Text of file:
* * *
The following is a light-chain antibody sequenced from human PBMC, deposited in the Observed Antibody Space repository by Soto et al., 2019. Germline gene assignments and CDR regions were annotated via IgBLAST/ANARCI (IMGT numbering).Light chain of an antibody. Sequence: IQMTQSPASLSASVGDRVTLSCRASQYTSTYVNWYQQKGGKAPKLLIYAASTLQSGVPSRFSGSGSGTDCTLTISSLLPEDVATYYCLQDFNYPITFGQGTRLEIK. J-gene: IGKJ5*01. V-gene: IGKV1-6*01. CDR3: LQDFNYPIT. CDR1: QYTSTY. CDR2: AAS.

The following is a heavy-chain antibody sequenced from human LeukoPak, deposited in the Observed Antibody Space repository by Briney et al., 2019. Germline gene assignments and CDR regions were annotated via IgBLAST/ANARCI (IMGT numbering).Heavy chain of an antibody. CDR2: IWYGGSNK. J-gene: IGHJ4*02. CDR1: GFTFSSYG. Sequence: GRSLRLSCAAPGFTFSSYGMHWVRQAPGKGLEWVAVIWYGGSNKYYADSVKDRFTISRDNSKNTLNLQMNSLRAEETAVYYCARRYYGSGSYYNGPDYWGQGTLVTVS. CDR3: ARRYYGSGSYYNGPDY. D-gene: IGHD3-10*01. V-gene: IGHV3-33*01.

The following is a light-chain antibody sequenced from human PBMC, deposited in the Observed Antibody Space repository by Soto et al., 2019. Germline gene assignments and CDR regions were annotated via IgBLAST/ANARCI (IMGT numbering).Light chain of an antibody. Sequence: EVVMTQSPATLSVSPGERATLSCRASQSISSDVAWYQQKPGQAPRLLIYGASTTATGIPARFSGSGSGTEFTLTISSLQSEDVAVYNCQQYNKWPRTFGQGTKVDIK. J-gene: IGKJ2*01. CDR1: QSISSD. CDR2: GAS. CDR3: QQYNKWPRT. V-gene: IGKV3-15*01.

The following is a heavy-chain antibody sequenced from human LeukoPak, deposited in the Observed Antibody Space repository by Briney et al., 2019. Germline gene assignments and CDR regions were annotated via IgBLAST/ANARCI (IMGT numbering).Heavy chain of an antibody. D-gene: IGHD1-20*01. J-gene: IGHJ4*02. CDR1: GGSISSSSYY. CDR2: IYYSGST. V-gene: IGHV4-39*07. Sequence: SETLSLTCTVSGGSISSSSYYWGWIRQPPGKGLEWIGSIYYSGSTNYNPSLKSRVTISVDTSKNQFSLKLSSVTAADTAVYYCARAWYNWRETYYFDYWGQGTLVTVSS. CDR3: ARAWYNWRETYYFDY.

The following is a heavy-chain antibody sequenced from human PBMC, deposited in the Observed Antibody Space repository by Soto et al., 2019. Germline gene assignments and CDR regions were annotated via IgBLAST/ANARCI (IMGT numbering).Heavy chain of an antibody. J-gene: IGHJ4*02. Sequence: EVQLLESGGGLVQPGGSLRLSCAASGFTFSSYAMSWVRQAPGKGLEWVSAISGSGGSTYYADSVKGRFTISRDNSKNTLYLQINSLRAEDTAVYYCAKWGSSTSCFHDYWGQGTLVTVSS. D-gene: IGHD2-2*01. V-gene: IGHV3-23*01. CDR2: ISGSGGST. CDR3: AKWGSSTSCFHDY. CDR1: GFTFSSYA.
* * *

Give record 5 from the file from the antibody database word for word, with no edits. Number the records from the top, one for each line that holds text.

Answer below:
The following is a heavy-chain antibody sequenced from human PBMC, deposited in the Observed Antibody Space repository by Soto et al., 2019. Germline gene assignments and CDR regions were annotated via IgBLAST/ANARCI (IMGT numbering).Heavy chain of an antibody. J-gene: IGHJ4*02. Sequence: EVQLLESGGGLVQPGGSLRLSCAASGFTFSSYAMSWVRQAPGKGLEWVSAISGSGGSTYYADSVKGRFTISRDNSKNTLYLQINSLRAEDTAVYYCAKWGSSTSCFHDYWGQGTLVTVSS. D-gene: IGHD2-2*01. V-gene: IGHV3-23*01. CDR2: ISGSGGST. CDR3: AKWGSSTSCFHDY. CDR1: GFTFSSYA.